Biological mechanisms that might account for this inverse association between HDL-C and incident cancer risk are not well understood. Cancer is well-known to be a proinflammatory state in which inflammatory cells actively participate in the neoplastic process, allowing tumor cell proliferation, survival, and migration (29,30). It is plausible that HDL-C exerts its protective effects through the modulation of cytokine production and anti-inflammatory and antioxidant properties (31,32). Serum HDL-C in patients with type 2 diabetes can be modified into glycated HDL-C and oxidized HDL-C, and the modifications of HDL-C could lead to an acceleration of cancer progression in diabetic patients (33). In the ILLUMINATE (Investigation of Lipid Level Management to Understand Its Impact in Atherosclerotic Events) trial, torcetrapib, an inhibitor of cholesterylester transfer protein, was associated with increased HDL-C levels, but cancer and infections were also increased (34). The adverse effect was possibly a result of the generation of dysfunctional HDL-C (35).
The major strengths of the current investigation include a large sample size with serum cholesterol prospectively measured, long follow-up time, and use of administrative databases to avoid differential recall bias. We used baseline HDL-C levels and updated mean values of HDL-C during follow-up in the analyses, which can avoid potential bias from a single baseline measurement. In addition, study subjects used the same public health-care system, which minimizes the influence of health-care accessibility. One limitation of the study is that the analysis was not performed on a representative sample of the population, which limits the generalizability of the results; however, LSUHCSD hospitals are public hospitals and cover >1.6 million patients, most of whom are low-income residents of Louisiana. The results of the current study will have wide applicability for populations with low income and without health insurance living in the U.S. Another limitation is that cancer incidence was defined using ICD-9-CM administrative coding rather than through cancer registry data. However, the use of ICD-9 codes to define eligibility has been used in other cohort studies, such as the Hong Kong Diabetes Registry (9). Finally, although we adjusted the analyses for an extensive set of confounding factors, residual confounding resulting from measurement error in the assessment of confounding factors and unmeasured factors such as physical activity, education, and dietary factors cannot be excluded.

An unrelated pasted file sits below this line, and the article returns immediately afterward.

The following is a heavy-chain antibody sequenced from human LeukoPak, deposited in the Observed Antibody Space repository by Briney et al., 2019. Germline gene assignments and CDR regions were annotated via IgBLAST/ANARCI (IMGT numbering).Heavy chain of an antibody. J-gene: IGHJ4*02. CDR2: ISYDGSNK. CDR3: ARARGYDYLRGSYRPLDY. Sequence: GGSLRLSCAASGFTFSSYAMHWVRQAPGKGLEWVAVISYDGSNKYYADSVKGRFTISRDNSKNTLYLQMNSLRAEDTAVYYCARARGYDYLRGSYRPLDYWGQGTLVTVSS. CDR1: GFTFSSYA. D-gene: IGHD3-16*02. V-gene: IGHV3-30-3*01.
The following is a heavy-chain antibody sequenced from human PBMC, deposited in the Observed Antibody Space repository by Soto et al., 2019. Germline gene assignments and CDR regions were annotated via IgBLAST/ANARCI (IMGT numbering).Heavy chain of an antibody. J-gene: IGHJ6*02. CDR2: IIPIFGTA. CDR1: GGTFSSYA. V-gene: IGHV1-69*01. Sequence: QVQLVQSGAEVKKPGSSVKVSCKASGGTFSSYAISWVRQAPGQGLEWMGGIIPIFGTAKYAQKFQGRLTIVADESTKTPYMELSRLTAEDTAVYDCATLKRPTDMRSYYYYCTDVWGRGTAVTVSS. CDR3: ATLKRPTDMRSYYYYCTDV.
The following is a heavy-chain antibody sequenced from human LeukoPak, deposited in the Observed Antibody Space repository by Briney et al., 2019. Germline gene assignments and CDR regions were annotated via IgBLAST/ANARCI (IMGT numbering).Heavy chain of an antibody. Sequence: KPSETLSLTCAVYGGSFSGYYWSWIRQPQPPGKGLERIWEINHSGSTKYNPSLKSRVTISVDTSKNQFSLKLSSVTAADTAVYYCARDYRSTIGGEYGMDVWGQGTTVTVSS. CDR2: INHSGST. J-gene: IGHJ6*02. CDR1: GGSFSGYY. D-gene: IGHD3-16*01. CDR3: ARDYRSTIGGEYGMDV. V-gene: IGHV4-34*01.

In summary, this study found that higher HDL-C concentrations are associated with a decreased risk of cancer among men and women with type 2 diabetes. An influence of preclinical disease to lower cholesterol concentrations appears to explain part of the inverse association, but etiologic role cannot be completely ruled out. Additional studies in specific cancer populations as well as experimental investigations to elucidate potential mechanisms will be useful for a more complete understanding of the association between HDL-C and the risk of cancer.
Funding. This work was supported in part by the Louisiana State University Improving Clinical Outcomes Network, Louisiana Clinical Data Research Network, Colon Cancer Coalition Foundation, and grant 1-U54-GM-104940 from the National Institute of General Medical Sciences of the National Institutes of Health, which funds the Louisiana Clinical and Translational Science Center.
Duality of Interest. No potential conflicts of interest relevant to this article were reported.
Author Contributions. W.Z. and J.G. contributed to researching data and writing the manuscript. R.H. and G.H. contributed to researching data and reviewing and editing the manuscript. W.L. and Y.W. contributed to researching data. X.W. contributed to reviewing and editing the manuscript. G.H. is the guarantor of this work and, as such, had full access to all the data in the study and takes responsibility for the integrity of the data and the accuracy of the data analysis.